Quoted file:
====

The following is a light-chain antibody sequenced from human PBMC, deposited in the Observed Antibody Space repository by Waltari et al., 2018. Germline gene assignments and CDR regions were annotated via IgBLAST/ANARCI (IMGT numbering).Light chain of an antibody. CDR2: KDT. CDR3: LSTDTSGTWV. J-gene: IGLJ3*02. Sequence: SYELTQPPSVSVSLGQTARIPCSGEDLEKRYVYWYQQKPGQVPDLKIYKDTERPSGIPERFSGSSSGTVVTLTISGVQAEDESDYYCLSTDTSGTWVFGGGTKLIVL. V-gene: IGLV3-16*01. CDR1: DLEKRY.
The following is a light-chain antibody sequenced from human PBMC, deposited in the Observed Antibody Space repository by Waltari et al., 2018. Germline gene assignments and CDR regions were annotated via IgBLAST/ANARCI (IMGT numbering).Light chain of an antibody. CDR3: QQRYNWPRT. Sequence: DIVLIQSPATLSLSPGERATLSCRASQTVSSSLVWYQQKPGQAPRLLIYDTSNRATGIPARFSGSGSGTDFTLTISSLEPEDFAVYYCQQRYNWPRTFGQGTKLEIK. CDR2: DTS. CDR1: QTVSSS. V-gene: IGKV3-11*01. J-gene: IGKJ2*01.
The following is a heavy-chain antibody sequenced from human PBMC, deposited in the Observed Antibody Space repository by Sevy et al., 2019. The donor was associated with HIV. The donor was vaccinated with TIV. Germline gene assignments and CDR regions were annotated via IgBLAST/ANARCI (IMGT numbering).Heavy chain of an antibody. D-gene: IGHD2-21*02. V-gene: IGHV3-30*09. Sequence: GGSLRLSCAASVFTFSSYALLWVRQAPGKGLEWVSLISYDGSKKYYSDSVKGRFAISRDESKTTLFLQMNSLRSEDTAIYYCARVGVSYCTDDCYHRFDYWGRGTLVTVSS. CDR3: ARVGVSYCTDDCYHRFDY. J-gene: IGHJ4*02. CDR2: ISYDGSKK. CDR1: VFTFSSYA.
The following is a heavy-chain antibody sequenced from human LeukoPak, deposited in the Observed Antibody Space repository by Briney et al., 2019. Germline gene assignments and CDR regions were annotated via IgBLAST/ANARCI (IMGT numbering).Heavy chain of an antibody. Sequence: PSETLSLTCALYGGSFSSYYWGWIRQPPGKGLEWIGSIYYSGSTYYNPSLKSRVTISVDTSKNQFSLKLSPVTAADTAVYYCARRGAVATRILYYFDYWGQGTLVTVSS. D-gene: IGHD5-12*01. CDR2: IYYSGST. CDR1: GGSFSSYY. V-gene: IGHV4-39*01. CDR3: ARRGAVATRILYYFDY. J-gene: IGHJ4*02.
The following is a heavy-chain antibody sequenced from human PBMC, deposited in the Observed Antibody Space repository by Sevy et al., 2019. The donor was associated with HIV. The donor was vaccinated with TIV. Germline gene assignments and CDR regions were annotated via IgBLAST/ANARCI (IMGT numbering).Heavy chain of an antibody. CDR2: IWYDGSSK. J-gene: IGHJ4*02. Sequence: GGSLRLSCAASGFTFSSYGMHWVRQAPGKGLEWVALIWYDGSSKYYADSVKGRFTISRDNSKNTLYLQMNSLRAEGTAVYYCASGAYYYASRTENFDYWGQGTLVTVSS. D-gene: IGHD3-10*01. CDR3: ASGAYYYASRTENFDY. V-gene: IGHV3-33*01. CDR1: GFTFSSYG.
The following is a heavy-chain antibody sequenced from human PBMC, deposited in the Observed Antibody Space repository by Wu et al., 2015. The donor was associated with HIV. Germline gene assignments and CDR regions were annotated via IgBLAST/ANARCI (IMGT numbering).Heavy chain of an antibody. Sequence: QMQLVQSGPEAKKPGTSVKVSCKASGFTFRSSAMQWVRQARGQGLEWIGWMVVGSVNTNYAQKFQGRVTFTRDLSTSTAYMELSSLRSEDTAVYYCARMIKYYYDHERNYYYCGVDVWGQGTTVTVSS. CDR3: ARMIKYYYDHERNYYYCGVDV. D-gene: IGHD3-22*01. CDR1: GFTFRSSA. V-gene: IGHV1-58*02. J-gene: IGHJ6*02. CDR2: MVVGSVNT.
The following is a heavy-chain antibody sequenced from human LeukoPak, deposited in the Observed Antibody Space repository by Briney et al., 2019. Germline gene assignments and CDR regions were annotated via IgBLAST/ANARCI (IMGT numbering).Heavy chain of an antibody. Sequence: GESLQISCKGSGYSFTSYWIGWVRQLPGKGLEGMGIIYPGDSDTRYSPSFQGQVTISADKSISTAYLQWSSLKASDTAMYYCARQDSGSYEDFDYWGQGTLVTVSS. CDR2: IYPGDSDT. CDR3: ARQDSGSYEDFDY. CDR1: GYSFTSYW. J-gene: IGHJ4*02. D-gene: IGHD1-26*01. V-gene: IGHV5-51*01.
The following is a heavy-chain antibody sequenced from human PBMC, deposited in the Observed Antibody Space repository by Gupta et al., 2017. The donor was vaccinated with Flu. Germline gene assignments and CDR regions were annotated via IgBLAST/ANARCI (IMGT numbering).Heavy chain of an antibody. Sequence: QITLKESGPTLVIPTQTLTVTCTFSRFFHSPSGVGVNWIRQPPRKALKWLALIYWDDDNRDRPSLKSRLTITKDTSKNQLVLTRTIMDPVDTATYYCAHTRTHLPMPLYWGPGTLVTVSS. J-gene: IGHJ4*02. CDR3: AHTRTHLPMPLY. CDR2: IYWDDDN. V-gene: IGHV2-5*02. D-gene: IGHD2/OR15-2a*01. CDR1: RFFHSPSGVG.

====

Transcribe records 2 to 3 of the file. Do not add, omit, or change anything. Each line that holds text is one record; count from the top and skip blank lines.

The following is a light-chain antibody sequenced from human PBMC, deposited in the Observed Antibody Space repository by Waltari et al., 2018. Germline gene assignments and CDR regions were annotated via IgBLAST/ANARCI (IMGT numbering).Light chain of an antibody. CDR3: QQRYNWPRT. Sequence: DIVLIQSPATLSLSPGERATLSCRASQTVSSSLVWYQQKPGQAPRLLIYDTSNRATGIPARFSGSGSGTDFTLTISSLEPEDFAVYYCQQRYNWPRTFGQGTKLEIK. CDR2: DTS. CDR1: QTVSSS. V-gene: IGKV3-11*01. J-gene: IGKJ2*01.
The following is a heavy-chain antibody sequenced from human PBMC, deposited in the Observed Antibody Space repository by Sevy et al., 2019. The donor was associated with HIV. The donor was vaccinated with TIV. Germline gene assignments and CDR regions were annotated via IgBLAST/ANARCI (IMGT numbering).Heavy chain of an antibody. D-gene: IGHD2-21*02. V-gene: IGHV3-30*09. Sequence: GGSLRLSCAASVFTFSSYALLWVRQAPGKGLEWVSLISYDGSKKYYSDSVKGRFAISRDESKTTLFLQMNSLRSEDTAIYYCARVGVSYCTDDCYHRFDYWGRGTLVTVSS. CDR3: ARVGVSYCTDDCYHRFDY. J-gene: IGHJ4*02. CDR2: ISYDGSKK. CDR1: VFTFSSYA.